On Martyrdom (<i>Shahadat</i>)

Sharat Al

in Islam in Transition: Muslim Perspectives

Published in print January 2006 | ISBN: 9780195174304
Published online November 2007 |
On Martyrdom (Shahadat)

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The son of a prominent religious preacher, he was active in the struggle against the Shah. In 1959 he went to Paris where he earned a doctorate in sociology at the Sorbonne and also became heavily involved in Iranian and Third World opposition movements. He later joined the Freedom Movement (Nihdat-i zd) along with yatullh Tliqn and Mehd Bzargn. He lectured at the University of Mashhad and subsequently at the Husayniya-i Irshad, a religious center in Teheran, where he drew large crowds and became very popular among the politically and religiously committed youth. The center was closed down, and Sharat was arrested. Finally, after an international campaign, he was released and allowed to go to England, where shortly after his arrival, he died of a heart attack.

Shariati was one of the most important intellectuals in the period before the Iranian revolution, more for his impact on Iranian youth than for the logic and consistency of his thought. In this selection, Shariati discusses the establishment of Islam as a revolutionary action and the Prophet as a revolutionary. Counterrevolutionary tendencies unfortunately set in after the Prophets death in 632; this set the stage for Imam Husayn (d. 680), the Prophets grandson, to rally the revolutionaries, even though martyrdom wa his only resource. Hasan, his brother (d. 670), adopted mental jihad, but Husayn could not take this path, because it would have guaranteed Islams transformation into a mere civil religion. He therefore fulfilled his destiny by playing his revolutionary role, like his grandfather Muhammad before him. His martyrdom, as Shariati emotionally puts it, was the fulfillment of a mission in which the dying of a human being guarantees the life of a nation.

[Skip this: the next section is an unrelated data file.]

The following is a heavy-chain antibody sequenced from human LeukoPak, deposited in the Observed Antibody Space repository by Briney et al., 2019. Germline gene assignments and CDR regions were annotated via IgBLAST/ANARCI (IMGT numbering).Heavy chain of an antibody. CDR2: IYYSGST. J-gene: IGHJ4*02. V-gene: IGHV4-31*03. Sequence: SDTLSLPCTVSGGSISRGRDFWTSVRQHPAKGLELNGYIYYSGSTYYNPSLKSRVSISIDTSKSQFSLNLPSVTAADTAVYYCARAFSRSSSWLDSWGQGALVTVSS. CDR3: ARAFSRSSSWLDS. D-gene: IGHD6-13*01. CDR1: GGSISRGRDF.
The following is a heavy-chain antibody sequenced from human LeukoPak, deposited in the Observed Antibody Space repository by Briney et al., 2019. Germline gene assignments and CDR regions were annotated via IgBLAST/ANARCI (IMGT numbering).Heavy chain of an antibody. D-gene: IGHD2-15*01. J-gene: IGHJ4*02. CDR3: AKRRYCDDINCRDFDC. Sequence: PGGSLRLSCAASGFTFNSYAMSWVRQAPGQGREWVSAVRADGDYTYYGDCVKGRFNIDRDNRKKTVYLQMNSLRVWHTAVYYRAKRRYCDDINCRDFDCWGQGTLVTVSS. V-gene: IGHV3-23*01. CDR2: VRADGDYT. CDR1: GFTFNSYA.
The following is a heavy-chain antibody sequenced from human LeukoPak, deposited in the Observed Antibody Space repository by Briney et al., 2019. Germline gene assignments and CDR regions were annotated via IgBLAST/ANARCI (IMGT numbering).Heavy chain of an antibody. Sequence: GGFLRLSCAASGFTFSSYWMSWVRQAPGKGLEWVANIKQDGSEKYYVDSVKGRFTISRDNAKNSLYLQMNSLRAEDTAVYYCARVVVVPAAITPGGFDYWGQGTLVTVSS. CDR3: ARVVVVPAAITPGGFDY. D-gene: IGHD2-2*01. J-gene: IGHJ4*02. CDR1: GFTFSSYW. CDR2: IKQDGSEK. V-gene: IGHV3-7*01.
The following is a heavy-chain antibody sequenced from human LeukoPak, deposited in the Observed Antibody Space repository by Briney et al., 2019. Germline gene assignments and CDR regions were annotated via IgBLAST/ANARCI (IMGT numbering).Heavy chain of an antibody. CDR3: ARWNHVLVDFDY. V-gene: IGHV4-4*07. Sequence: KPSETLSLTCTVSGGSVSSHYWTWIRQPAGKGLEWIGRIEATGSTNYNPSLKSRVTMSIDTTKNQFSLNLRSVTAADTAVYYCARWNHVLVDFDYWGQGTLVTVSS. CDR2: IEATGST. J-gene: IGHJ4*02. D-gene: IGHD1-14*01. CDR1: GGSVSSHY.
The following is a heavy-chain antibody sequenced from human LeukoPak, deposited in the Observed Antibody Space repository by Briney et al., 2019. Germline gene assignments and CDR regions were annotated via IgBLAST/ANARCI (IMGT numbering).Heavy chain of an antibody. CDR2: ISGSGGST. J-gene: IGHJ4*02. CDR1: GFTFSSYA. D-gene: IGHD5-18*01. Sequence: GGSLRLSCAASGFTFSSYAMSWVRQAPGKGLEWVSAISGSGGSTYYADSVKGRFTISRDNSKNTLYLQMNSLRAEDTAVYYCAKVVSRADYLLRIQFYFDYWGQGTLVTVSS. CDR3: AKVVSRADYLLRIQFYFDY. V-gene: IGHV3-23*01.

Chapter.  2465 words. 

Subjects: Society and Culture ; Islam

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